British consumers are packing away their green credentials along with their weekly shop, as last year an increasing number bundled purchases into single-use plastic carrier bags instead of seeking out environmentally friendly alternatives.
Plastic bag use plunged after 2006, when the UK government, retailers and green campaigners spearheaded a push to cut down on the 11 billion plastic carriers Britons used each year, most of which find their way into landfill or — much more damagingly — into waterways and the sea, where they are a hazard to marine life.
By 2009, bag use was down by about 40 percent to under 6.5 billion.
However, last year that downward trend was reversed. Perhaps owing to recessionary worries, people forgot their hessian sacks and filled up on plastic again — more than 6.8 billion were used, up about 5 percent on the previous year, according to the British government’s Waste and Resources Action Program (WRAP).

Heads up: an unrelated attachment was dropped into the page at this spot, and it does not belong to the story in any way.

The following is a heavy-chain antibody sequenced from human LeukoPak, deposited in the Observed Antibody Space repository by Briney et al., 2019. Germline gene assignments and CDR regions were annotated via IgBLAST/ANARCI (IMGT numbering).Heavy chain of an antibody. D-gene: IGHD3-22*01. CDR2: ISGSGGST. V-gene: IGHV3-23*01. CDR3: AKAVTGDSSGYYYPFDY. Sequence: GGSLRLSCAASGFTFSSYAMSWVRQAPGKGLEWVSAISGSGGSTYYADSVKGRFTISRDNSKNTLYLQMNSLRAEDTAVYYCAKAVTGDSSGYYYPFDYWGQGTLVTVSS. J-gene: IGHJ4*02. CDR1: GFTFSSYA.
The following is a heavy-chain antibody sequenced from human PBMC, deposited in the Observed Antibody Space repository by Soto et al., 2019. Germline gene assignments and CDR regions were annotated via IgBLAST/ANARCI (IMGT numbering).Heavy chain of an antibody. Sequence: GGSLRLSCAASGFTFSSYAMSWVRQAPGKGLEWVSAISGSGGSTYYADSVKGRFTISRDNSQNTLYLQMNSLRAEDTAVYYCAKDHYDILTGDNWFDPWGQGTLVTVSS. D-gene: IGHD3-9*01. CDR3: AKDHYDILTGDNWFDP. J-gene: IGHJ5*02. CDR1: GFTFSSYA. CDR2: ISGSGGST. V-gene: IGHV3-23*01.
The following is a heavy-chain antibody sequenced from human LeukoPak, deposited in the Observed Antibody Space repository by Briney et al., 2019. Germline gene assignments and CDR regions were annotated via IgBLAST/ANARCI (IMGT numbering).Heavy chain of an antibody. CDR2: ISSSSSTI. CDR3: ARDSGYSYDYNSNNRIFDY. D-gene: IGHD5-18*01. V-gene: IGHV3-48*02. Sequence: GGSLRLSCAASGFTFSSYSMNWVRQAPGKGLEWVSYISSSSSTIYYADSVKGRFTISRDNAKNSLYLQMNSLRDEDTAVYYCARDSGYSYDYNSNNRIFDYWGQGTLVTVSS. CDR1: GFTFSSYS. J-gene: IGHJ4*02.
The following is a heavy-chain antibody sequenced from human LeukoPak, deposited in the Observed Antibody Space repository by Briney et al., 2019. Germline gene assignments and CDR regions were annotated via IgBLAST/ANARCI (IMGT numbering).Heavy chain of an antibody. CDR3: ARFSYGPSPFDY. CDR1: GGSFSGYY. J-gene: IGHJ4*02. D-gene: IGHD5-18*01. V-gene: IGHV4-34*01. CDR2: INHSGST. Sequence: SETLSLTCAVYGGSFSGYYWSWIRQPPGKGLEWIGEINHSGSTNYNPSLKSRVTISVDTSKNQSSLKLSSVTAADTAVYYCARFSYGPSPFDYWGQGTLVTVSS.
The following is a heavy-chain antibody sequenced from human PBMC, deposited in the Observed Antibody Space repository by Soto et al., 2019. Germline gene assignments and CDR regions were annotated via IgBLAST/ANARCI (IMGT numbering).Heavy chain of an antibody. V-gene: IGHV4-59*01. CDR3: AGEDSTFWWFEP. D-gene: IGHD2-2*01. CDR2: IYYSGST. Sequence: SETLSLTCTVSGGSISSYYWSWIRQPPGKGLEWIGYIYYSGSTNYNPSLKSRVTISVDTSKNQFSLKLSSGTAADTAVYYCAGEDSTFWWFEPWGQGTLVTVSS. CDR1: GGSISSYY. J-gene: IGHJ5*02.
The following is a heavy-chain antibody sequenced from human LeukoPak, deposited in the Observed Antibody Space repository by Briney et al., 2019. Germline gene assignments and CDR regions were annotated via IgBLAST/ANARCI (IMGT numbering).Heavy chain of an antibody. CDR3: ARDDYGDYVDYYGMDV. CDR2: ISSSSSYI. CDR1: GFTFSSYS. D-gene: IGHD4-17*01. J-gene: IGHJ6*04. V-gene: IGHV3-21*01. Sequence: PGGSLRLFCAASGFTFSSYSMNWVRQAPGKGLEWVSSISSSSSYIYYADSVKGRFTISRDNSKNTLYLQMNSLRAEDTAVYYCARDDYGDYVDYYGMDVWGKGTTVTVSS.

“This isn’t good enough. Retailers need to take responsibility and lift their game to cut down on the number of single use carrier bags they hand out. If results do not improve, we will consider additional measures to make this happen, including legislation,” said Lord Henley, the recycling minister.
The British Retail Consortium said part of the increase was likely due to shoppers making more short trips to stores, rather than a single big weekly shop.
However, the retail trade body said the small increase should be put in context of the “massive” progress made since 2006, and said plastic bags were only one of the many ways in which retailers were cutting their environmental impact.
Plastic bag data is difficult to compare over the past five years, because of changes in the way the statistics are collected. Between 2008 and 2009, the data was collated on a mid-year basis, from June to May, but from last year, WRAP decided to return to presenting it on a calendar year basis.
In 2006, nearly 11 billion single-use carriers were used across the UK, but after campaigning, this fell to 10 billion the following year and the figure was down to just over 7 billion by 2008 to 2009 before bottoming out at under 6.5 billion by 2009 to last year.
However, for the full 12 months of last year, bag use rose again to 6.8 billion.